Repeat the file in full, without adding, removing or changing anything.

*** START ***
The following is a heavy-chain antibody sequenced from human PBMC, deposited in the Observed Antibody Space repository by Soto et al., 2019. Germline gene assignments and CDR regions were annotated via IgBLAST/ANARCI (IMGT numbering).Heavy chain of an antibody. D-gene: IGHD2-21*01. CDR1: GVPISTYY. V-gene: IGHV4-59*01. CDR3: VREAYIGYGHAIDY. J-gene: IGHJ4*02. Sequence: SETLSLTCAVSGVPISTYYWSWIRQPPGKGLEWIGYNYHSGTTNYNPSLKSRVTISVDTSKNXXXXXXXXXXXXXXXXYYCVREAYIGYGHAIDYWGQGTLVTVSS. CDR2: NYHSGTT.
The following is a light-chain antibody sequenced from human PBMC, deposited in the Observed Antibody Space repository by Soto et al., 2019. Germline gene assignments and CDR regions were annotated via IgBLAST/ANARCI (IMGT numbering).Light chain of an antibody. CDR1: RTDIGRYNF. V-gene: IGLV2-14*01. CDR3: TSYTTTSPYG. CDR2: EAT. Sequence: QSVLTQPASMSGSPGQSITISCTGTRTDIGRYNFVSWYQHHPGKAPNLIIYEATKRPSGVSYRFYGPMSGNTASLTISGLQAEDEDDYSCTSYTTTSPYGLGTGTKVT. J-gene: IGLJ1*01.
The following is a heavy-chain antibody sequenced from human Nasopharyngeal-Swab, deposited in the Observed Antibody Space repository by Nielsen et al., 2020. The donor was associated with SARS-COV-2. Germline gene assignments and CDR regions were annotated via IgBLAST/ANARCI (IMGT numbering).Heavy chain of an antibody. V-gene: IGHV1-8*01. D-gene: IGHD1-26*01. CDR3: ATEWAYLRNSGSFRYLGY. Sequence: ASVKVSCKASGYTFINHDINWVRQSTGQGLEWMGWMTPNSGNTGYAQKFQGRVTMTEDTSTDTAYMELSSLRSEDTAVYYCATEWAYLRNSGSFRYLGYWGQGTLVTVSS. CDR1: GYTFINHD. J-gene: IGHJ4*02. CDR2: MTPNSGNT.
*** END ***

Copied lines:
The following is a heavy-chain antibody sequenced from human PBMC, deposited in the Observed Antibody Space repository by Soto et al., 2019. Germline gene assignments and CDR regions were annotated via IgBLAST/ANARCI (IMGT numbering).Heavy chain of an antibody. D-gene: IGHD2-21*01. CDR1: GVPISTYY. V-gene: IGHV4-59*01. CDR3: VREAYIGYGHAIDY. J-gene: IGHJ4*02. Sequence: SETLSLTCAVSGVPISTYYWSWIRQPPGKGLEWIGYNYHSGTTNYNPSLKSRVTISVDTSKNXXXXXXXXXXXXXXXXYYCVREAYIGYGHAIDYWGQGTLVTVSS. CDR2: NYHSGTT.
The following is a light-chain antibody sequenced from human PBMC, deposited in the Observed Antibody Space repository by Soto et al., 2019. Germline gene assignments and CDR regions were annotated via IgBLAST/ANARCI (IMGT numbering).Light chain of an antibody. CDR1: RTDIGRYNF. V-gene: IGLV2-14*01. CDR3: TSYTTTSPYG. CDR2: EAT. Sequence: QSVLTQPASMSGSPGQSITISCTGTRTDIGRYNFVSWYQHHPGKAPNLIIYEATKRPSGVSYRFYGPMSGNTASLTISGLQAEDEDDYSCTSYTTTSPYGLGTGTKVT. J-gene: IGLJ1*01.
The following is a heavy-chain antibody sequenced from human Nasopharyngeal-Swab, deposited in the Observed Antibody Space repository by Nielsen et al., 2020. The donor was associated with SARS-COV-2. Germline gene assignments and CDR regions were annotated via IgBLAST/ANARCI (IMGT numbering).Heavy chain of an antibody. V-gene: IGHV1-8*01. D-gene: IGHD1-26*01. CDR3: ATEWAYLRNSGSFRYLGY. Sequence: ASVKVSCKASGYTFINHDINWVRQSTGQGLEWMGWMTPNSGNTGYAQKFQGRVTMTEDTSTDTAYMELSSLRSEDTAVYYCATEWAYLRNSGSFRYLGYWGQGTLVTVSS. CDR1: GYTFINHD. J-gene: IGHJ4*02. CDR2: MTPNSGNT.